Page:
ESR 26:1-12 (2014)  -  DOI: https://doi.org/10.3354/esr00624

Population structure and intergeneric hybridization in harbour porpoises Phocoena phocoena in British Columbia, Canada

Carla A. Crossman1,2,*, Lance G. Barrett-Lennard1,2, Eric B. Taylor1

1Department of Zoology, Biodiversity Research Centre and Beaty Biodiversity Museum, University of British Columbia, #2370-6270 University Blvd., Vancouver, British Columbia V6B 1Z4, Canada
2Cetacean Research Program, Vancouver Aquarium, PO Box 3232, Vancouver, British Columbia V6B 3X8, Canada
*Corresponding author:

ABSTRACT: We used variation at microsatellite loci and in mitochondrial DNA (mtDNA) to detect and quantify (1) hybridization between the harbour porpoises Phocoena phocoena and the Dall’s porpoises Phoconoides dalli and (2) the genetic population structure of harbour porpoises in British Columbia (BC), Canada. We assayed variation across 262 individuals (204 putative harbour, 44 putative Dall’s, 9 putative hybrids, and 5 unidentified porpoises) obtained primarily from strandings and initially identified morphologically. Our assays identified 198 pure (probability ≥0.95) harbour porpoises, 37 pure Dall’s porpoises, and 27 individuals of mixed ancestry, and we found that hybrids between the 2 species occurred over a larger geographic range than previously known. Analysis of 8 microsatellite loci was used to estimate a value of FST between the Strait of Georgia region and waters outside this area that was low and non-significant (FST = 0.0025, p > 0.25). Cluster-based Bayesian analysis of population structure in harbour porpoises suggested a single genetic population across our sample area. Within the harbour porpoise, there were 50 mtDNA haplotypes that differed from each other by an average of 0.015 substitutions per nucleotide site. Hierarchical AMOVA indicated that there was no significant divergence between the waters within and the waters outside the Strait of Georgia region (ΦST = -0.022, p > 0.9). Our findings suggest that harbour porpoises inhabiting coastal waters of southern BC constitute a single genetic population, which should be reflected in management decisions. Our data also suggest that these management efforts should take into account occasional hybridization with sympatric Dall’s porpoise.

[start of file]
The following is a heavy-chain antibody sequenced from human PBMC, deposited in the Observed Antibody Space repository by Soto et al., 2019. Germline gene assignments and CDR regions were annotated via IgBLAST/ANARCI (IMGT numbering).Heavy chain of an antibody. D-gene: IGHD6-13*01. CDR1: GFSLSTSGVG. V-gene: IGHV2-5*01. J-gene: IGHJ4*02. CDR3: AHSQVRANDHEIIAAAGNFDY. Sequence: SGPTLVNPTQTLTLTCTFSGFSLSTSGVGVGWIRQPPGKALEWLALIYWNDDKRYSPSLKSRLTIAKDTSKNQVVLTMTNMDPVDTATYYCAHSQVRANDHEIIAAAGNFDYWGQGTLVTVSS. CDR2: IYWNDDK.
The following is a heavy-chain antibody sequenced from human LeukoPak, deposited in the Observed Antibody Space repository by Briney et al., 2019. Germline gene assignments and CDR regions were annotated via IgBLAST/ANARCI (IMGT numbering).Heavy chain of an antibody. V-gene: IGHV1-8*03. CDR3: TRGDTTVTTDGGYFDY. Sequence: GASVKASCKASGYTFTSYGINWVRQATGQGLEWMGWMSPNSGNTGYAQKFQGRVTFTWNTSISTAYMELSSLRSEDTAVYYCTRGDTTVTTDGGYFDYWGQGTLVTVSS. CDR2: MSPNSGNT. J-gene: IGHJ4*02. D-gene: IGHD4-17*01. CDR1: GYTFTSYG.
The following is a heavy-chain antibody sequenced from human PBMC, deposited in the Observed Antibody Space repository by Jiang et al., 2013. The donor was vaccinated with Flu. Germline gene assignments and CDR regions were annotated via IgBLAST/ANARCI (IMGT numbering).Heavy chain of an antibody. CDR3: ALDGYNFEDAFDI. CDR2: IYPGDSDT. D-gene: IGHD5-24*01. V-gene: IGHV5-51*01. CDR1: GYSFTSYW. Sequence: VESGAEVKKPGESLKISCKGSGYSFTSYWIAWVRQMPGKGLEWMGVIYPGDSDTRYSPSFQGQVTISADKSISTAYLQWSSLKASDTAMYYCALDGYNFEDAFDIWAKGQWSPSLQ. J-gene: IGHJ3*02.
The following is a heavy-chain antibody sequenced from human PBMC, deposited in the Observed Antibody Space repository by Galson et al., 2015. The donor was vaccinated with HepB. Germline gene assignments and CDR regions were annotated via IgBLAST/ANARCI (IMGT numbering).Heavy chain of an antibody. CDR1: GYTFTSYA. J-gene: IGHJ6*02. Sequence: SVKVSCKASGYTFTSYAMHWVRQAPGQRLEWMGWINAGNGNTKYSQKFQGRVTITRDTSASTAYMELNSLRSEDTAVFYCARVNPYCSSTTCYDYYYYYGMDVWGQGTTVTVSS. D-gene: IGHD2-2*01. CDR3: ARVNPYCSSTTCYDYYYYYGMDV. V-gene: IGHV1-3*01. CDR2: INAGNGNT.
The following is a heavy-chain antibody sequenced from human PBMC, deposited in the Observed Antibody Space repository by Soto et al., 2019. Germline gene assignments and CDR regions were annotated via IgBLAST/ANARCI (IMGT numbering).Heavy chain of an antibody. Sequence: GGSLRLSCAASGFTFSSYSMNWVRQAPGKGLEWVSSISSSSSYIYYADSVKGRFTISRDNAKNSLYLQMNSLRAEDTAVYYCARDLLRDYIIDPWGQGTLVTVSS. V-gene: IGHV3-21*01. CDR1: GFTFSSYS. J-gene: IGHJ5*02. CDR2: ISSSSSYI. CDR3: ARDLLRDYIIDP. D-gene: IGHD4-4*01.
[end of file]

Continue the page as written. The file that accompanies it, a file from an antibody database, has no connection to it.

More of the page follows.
KEY WORDS: Harbour porpoise · Dall’s porpoise · Population structure · Hybridization · Species at risk · Microsatellites · D-loop


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Cite this article as: Crossman CA, Barrett-Lennard LG, Taylor EB (2014) Population structure and intergeneric hybridization in harbour porpoises Phocoena phocoena in British Columbia, Canada. Endang Species Res 26:1-12. https://doi.org/10.3354/esr00624

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